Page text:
You never know how much you can do until you try to undo what you just did.” So proclaimed my old riding teacher, one of the world’s greatest horsemen. Constantly. He was talking about teaching and training horses, of course, but the same wisdom applies to business, all business, and in our case, the plight of racing today in America, especially California.
It’s amazing what can be accomplished when nobody cares who gets the credit.” This saying has come to me often in the weeks since Thursday, December 7, 2017, when a catastrophic wildfire claimed the lives of scores of racehorses at San Luis Rey Downs in Bonsall, California.
Thomas Aquinas (1225-1274) understood education and persuasion as well as anyone else ever has. He once said that when you want to convert someone to your view, you go over to where he’s standing, take him by the hand (mentally speaking), and guide him to where you want him to go.
Way, way back in 1986, I was invited to speak at The Jockey Club Round Table in August at Saratoga. I thought it went fine. After all, I reasoned at the time, I was leaving Santa Anita and racing altogether, and could “tell it like it is.”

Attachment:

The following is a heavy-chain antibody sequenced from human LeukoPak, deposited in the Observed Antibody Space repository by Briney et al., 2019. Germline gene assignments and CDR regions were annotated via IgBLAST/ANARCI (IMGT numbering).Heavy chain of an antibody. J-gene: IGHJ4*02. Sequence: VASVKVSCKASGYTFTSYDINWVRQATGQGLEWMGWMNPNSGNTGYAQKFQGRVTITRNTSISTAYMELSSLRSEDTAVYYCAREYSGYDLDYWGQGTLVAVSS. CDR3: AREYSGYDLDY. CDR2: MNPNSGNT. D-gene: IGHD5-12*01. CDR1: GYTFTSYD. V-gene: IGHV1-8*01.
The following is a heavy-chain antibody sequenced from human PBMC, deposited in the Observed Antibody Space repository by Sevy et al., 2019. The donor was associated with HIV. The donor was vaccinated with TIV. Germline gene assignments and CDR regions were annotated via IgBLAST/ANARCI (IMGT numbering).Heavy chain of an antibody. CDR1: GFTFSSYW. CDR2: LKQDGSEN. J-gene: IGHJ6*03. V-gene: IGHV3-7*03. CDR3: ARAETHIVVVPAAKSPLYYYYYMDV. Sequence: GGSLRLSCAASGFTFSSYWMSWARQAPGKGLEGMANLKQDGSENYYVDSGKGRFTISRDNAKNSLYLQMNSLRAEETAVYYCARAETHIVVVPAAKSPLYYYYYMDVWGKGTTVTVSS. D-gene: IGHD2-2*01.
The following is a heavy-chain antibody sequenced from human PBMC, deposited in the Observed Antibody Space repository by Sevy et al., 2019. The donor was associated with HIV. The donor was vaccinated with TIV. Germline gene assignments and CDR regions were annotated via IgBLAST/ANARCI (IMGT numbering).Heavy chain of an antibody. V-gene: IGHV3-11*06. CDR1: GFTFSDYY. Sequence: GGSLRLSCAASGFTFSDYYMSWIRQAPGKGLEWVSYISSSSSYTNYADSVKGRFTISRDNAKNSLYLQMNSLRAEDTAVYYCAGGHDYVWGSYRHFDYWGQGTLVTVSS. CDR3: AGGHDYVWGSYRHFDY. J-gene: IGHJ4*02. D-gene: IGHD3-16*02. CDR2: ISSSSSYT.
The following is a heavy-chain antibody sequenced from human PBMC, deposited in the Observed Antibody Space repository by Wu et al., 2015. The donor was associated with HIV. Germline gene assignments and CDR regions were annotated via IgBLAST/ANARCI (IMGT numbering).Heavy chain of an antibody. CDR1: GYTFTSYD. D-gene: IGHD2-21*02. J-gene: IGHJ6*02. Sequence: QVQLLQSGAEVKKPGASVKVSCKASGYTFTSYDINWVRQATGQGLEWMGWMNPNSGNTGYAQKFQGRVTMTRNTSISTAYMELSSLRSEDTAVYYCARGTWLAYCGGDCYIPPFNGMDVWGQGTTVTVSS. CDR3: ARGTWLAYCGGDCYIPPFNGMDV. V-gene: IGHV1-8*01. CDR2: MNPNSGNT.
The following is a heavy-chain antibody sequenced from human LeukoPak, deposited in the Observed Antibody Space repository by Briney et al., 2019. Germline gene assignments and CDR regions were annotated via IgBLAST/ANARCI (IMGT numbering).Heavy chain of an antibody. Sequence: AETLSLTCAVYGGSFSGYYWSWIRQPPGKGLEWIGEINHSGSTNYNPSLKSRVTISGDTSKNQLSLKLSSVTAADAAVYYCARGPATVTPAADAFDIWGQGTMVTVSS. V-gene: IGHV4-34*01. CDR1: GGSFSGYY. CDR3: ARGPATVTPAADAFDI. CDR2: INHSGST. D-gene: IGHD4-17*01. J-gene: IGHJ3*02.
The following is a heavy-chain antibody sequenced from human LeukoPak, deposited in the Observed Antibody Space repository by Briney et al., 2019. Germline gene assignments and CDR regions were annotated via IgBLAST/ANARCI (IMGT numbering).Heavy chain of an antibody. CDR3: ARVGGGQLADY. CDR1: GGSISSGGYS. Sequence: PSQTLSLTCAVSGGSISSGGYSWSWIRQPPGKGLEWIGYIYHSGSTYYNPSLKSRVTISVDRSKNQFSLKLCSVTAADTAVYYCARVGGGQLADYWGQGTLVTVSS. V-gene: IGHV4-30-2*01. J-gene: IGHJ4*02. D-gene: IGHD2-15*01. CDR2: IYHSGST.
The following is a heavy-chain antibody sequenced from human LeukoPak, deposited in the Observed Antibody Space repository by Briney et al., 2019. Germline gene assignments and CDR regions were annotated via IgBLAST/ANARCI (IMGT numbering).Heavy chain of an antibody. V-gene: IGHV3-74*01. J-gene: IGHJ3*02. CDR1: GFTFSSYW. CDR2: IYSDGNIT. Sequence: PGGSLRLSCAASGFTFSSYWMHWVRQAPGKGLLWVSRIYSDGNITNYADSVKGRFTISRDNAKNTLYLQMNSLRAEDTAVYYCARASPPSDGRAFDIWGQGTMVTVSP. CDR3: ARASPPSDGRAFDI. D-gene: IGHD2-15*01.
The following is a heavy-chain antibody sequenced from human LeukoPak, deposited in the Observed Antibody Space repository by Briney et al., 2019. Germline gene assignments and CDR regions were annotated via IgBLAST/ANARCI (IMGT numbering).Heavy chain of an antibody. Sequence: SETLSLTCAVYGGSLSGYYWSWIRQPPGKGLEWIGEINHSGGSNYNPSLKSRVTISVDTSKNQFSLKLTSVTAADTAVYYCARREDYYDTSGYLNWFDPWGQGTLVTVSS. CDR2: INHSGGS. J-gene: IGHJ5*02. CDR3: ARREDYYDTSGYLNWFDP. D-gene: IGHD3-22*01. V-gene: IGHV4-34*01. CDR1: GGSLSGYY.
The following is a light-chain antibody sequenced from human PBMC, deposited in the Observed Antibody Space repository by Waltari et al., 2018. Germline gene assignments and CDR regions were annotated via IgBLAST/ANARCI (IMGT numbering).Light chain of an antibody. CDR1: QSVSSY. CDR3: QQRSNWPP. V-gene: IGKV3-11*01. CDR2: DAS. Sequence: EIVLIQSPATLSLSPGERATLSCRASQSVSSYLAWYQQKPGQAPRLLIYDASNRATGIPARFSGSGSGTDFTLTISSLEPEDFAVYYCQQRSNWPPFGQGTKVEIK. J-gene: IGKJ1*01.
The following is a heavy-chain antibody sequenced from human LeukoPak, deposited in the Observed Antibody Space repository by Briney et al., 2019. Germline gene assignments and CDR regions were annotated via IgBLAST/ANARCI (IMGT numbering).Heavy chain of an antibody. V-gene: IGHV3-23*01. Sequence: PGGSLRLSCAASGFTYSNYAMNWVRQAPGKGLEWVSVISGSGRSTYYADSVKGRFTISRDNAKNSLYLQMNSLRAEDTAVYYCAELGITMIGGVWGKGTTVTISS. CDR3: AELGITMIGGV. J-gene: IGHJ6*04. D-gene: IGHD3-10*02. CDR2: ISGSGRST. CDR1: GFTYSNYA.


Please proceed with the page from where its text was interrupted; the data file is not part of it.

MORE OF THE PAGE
Anyone who has witnessed the saga of racing at Santa Anita this winter needs no repeated recitation of the facts . . . to say that the sport as we have known it is jeopardized in California, and perhaps North America, is a gross understatement.
Justice—and injustice—are as old as humanity. Our contemporary ideas and standards of fairness trace all the way back to the very beginnings of recorded history, whether in Egypt, Greece or Rome.
Looking back over 2019, it seems to me this has been The Year of the Bromide. Our own annus horribilus in so many ways, including having to endure so many of those truisms, many of them dubious, owing to racing’s regrettable circumstances.
Given the ongoing train wrecks or meltdowns (take your pick) we’re now experiencing in our racing lives, isn’t it about time to try to figure out what the hell happened in the last six months? Why it did? What’s still to come? And what to do about all this?
Not too long after this esteemed magazine published my last essay, one of my “admirers” contacted me with her own opinions. “You’re so smug and condescending,” she said. And went on to berate me for “never” doing anything except calling attention to problems, “never” offering solutions, “never” recognizing that it’s a far, far different world now than in my relative youth. And I’m “always snarky” besides.